NEW YORK — Almost everyone is wearing masks these days, and while N95 and blue medical masks are common sights, the average person is more and more choosing fashionable alternatives.
"They kind of fall into four different buckets," explained stylish and market researcher Elizabeth Tamkin. "Solid, minimalist detailing, really eclectic detailing something with fringes and stuff, and patterned."
Tamkin says a mask wardrobe is becoming an investment, with some designer masks now selling for hundreds of dollars.
"At this point if you like getting dressed up, you don't want the first accessory people see on your face to be something that's not intentional," she said.
Many designers, like Christian Siriano, paused their own production in the spring to make masks for hospitals and nursing homes, which were running out of them. Now, though, with the supply up, designers, like Cynthia Rowley, want to offer customers more joyful options.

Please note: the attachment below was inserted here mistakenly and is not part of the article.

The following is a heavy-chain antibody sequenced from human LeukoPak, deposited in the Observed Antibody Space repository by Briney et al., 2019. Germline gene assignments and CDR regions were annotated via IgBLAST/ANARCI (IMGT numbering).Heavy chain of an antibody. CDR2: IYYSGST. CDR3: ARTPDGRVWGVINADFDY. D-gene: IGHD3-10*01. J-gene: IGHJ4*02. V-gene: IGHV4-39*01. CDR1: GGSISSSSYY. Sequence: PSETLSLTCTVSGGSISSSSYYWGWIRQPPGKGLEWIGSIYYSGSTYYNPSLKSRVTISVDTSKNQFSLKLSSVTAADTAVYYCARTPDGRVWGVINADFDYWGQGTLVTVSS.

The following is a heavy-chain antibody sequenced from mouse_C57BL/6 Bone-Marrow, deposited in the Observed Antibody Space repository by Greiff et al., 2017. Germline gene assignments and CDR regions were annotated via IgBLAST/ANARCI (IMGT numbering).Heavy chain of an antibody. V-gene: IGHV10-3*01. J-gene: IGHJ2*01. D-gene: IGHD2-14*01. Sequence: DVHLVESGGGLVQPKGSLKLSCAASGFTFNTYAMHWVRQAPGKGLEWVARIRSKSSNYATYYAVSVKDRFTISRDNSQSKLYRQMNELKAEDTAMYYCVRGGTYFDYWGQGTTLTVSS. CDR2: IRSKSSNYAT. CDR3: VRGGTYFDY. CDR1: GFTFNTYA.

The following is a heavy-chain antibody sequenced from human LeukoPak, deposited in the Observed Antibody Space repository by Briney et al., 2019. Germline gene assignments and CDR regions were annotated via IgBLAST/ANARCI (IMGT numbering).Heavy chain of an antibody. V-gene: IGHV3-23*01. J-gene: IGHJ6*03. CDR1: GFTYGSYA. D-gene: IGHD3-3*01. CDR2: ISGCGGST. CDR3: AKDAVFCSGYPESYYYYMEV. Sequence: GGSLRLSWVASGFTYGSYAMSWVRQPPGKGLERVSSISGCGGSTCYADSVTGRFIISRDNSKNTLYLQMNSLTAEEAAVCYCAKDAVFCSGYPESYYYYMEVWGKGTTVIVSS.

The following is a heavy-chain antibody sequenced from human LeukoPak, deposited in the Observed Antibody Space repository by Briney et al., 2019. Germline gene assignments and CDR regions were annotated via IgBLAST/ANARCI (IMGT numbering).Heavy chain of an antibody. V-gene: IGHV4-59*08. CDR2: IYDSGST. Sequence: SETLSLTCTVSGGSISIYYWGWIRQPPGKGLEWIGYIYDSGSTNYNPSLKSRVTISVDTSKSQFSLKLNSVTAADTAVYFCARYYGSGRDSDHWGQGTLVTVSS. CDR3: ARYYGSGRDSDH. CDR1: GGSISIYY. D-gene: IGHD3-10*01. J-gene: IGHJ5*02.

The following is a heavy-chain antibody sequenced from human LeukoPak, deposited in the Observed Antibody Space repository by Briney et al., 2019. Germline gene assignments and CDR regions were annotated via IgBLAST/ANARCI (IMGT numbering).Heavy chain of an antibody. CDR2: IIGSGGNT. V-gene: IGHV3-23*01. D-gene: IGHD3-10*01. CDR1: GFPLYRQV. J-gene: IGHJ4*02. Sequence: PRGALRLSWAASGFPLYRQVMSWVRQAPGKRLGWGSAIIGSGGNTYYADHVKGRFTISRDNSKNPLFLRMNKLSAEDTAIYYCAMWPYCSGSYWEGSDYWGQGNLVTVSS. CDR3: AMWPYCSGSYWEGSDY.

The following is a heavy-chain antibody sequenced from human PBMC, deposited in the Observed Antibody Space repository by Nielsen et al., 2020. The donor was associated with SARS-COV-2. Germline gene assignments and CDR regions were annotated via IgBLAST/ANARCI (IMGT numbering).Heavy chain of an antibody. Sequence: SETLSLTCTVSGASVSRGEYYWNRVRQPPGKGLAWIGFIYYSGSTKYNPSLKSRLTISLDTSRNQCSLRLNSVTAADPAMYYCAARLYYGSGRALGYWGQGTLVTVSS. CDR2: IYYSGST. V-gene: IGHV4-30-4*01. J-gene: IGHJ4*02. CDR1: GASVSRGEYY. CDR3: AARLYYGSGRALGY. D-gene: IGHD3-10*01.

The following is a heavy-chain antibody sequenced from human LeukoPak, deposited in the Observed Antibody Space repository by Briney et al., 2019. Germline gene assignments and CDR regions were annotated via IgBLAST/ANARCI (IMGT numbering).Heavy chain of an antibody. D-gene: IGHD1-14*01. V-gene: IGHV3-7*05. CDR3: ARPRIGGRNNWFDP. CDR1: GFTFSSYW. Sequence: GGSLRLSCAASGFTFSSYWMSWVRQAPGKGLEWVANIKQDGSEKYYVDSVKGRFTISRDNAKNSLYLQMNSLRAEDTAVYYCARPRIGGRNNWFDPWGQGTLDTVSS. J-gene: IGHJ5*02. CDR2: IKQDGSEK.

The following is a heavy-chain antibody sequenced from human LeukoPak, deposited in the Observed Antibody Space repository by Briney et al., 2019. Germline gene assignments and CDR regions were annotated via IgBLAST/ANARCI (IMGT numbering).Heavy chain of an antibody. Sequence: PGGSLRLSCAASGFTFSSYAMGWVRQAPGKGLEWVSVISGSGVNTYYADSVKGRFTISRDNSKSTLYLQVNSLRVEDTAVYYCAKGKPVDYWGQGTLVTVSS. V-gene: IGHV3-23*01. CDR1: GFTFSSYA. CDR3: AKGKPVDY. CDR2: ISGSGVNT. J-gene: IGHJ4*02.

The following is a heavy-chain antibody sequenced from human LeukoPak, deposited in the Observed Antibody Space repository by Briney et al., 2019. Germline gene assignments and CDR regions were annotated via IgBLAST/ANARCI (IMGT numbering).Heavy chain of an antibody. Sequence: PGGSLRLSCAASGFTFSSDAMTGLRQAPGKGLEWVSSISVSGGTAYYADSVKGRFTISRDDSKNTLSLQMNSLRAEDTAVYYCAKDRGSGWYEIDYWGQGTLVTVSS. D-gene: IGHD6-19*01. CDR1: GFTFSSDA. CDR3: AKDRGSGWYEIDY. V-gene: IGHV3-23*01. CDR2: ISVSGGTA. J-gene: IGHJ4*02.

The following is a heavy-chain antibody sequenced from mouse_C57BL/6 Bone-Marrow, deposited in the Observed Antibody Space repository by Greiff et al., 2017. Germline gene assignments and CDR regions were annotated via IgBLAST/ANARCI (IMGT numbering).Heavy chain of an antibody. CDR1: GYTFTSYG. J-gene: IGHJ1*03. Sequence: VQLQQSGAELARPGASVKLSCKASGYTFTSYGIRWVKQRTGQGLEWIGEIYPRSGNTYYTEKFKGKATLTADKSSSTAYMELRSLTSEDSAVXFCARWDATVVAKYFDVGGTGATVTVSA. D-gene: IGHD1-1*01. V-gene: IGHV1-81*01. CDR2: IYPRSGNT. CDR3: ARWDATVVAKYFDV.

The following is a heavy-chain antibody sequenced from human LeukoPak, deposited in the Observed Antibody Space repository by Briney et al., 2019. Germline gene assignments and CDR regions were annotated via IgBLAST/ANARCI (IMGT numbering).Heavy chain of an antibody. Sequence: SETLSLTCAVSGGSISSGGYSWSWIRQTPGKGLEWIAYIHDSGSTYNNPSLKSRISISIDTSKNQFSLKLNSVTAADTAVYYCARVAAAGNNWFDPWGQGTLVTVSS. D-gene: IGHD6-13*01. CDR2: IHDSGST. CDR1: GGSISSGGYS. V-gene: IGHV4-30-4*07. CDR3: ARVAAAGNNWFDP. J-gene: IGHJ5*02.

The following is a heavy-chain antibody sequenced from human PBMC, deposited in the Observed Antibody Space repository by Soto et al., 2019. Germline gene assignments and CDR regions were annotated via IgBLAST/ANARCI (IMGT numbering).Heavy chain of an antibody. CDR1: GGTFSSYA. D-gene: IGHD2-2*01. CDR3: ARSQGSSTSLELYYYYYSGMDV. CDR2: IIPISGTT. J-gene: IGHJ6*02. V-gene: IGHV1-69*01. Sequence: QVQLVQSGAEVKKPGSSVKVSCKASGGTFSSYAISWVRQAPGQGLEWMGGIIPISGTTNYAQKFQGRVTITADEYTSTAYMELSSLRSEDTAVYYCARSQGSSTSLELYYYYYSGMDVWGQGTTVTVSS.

Take Amy Smilovic of Tibi, who started designing masks in the summer, and will soon sell some paired with coats for the colder weather.
"I think when you can take these things that really do have this very medical necessity to it and at least have a little bit of fun with it, I think that's a really good thing," she explained.
Brooklyn-based designer Sydney Ziems of Serendipitous Project says her handmade masks are not just a fashion statement -- they're also how she stays in business.
"It's been more or less like a saving grace. Even if people aren't buying, they're looking at the ads of the masks and they're interested in them and seeing my other products," she said.
We all know masks save lives, and now we are also learning that, perhaps, as Ziems puts it, "It really is the accessory of 2020."
Did you know you can now watch, read and stay informed with NY1 wherever and whenever you want? Get the new Spectrum News app here.